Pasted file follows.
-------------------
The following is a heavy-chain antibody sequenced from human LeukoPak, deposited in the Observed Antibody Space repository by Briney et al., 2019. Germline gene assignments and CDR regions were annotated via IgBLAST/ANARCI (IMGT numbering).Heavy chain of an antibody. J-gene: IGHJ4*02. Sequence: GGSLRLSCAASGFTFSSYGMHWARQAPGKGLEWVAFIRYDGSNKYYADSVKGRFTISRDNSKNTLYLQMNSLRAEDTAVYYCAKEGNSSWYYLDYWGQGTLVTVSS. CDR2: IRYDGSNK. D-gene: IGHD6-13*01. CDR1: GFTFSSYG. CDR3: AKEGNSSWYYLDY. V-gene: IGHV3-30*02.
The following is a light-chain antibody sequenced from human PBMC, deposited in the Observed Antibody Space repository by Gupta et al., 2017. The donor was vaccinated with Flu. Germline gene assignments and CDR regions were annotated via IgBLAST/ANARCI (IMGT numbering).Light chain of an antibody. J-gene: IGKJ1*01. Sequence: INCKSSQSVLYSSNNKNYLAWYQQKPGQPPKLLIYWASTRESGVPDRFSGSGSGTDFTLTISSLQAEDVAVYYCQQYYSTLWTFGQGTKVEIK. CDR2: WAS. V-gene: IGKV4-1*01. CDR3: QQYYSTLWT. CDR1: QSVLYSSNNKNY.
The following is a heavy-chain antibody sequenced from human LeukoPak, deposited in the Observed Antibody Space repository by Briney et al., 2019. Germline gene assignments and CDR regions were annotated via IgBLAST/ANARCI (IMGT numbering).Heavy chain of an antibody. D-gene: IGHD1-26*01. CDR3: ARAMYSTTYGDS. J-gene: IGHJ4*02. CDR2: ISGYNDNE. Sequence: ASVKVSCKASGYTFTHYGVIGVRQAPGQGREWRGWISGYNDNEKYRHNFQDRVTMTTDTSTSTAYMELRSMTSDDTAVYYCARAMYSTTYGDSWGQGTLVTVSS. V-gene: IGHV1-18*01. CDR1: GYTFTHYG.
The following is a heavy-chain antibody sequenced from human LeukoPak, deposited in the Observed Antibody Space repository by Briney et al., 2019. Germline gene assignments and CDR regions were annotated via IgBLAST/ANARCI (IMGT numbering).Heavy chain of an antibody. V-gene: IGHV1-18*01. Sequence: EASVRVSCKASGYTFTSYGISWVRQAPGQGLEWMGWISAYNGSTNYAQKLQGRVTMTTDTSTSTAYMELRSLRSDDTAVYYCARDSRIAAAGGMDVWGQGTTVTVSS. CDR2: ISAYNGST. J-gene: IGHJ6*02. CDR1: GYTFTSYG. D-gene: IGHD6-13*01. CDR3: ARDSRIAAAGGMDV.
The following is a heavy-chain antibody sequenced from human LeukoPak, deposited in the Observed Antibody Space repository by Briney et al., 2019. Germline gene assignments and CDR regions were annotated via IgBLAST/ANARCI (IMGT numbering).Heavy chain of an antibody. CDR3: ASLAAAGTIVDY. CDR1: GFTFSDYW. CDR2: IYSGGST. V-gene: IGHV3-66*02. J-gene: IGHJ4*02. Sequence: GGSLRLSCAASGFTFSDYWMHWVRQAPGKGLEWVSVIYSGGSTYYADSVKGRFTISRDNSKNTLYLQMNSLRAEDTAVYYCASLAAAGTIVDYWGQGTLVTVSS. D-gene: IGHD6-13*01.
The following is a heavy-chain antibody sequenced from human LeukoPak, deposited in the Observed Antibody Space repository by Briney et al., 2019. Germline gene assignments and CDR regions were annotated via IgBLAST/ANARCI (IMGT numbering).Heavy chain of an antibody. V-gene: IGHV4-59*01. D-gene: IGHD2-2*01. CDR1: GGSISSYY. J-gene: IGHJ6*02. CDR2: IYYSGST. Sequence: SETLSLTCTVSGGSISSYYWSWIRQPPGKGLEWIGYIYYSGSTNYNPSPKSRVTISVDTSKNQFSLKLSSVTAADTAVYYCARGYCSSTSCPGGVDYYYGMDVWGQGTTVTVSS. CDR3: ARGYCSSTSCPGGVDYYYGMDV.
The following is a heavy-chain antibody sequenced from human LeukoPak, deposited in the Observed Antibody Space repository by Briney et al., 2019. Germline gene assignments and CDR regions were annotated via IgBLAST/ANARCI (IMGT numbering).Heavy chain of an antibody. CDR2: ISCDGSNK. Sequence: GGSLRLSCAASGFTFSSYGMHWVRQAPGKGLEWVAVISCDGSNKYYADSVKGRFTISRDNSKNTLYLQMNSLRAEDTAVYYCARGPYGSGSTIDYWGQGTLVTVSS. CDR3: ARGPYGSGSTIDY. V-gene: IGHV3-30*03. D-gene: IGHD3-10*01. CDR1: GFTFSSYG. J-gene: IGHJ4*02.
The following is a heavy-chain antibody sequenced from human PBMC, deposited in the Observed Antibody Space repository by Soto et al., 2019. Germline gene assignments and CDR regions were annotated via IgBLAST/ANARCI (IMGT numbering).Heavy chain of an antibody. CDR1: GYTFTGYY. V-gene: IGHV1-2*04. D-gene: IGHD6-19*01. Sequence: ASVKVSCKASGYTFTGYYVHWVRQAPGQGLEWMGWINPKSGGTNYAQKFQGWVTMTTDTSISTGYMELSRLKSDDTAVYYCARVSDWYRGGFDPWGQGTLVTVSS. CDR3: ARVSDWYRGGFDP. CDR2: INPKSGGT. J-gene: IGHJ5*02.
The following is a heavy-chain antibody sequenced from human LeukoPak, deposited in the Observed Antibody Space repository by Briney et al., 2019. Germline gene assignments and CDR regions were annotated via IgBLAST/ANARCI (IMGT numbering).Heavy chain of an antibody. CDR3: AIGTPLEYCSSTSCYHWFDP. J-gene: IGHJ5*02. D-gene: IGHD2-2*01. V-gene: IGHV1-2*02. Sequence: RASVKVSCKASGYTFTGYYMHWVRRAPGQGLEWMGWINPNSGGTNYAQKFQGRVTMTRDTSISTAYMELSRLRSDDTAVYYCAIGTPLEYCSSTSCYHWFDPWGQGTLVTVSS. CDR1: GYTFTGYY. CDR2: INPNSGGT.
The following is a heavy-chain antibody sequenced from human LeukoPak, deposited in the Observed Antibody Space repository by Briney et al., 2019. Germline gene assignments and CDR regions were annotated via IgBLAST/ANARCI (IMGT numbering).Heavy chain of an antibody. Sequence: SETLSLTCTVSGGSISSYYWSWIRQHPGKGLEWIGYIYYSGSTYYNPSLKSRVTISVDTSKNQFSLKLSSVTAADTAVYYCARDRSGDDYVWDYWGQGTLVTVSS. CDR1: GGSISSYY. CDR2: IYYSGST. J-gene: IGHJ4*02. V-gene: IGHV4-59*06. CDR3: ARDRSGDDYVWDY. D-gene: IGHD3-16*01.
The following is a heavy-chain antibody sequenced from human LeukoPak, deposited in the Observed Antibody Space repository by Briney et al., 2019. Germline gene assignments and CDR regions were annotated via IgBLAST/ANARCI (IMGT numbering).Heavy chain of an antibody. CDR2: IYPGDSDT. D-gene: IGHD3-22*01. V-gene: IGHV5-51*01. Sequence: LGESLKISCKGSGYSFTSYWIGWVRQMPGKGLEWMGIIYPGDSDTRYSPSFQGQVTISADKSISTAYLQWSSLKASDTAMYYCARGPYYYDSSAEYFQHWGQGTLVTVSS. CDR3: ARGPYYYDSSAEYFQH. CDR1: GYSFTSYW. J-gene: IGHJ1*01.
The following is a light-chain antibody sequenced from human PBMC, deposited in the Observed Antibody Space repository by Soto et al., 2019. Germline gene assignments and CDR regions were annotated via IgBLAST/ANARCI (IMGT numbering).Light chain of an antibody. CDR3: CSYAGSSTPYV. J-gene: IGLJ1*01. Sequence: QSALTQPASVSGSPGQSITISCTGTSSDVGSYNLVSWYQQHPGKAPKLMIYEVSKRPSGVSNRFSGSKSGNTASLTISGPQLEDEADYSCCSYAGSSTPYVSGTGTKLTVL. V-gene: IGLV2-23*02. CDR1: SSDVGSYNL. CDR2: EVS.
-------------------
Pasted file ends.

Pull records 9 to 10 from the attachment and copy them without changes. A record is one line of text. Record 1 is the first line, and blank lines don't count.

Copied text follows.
The following is a heavy-chain antibody sequenced from human LeukoPak, deposited in the Observed Antibody Space repository by Briney et al., 2019. Germline gene assignments and CDR regions were annotated via IgBLAST/ANARCI (IMGT numbering).Heavy chain of an antibody. CDR3: AIGTPLEYCSSTSCYHWFDP. J-gene: IGHJ5*02. D-gene: IGHD2-2*01. V-gene: IGHV1-2*02. Sequence: RASVKVSCKASGYTFTGYYMHWVRRAPGQGLEWMGWINPNSGGTNYAQKFQGRVTMTRDTSISTAYMELSRLRSDDTAVYYCAIGTPLEYCSSTSCYHWFDPWGQGTLVTVSS. CDR1: GYTFTGYY. CDR2: INPNSGGT.
The following is a heavy-chain antibody sequenced from human LeukoPak, deposited in the Observed Antibody Space repository by Briney et al., 2019. Germline gene assignments and CDR regions were annotated via IgBLAST/ANARCI (IMGT numbering).Heavy chain of an antibody. Sequence: SETLSLTCTVSGGSISSYYWSWIRQHPGKGLEWIGYIYYSGSTYYNPSLKSRVTISVDTSKNQFSLKLSSVTAADTAVYYCARDRSGDDYVWDYWGQGTLVTVSS. CDR1: GGSISSYY. CDR2: IYYSGST. J-gene: IGHJ4*02. V-gene: IGHV4-59*06. CDR3: ARDRSGDDYVWDY. D-gene: IGHD3-16*01.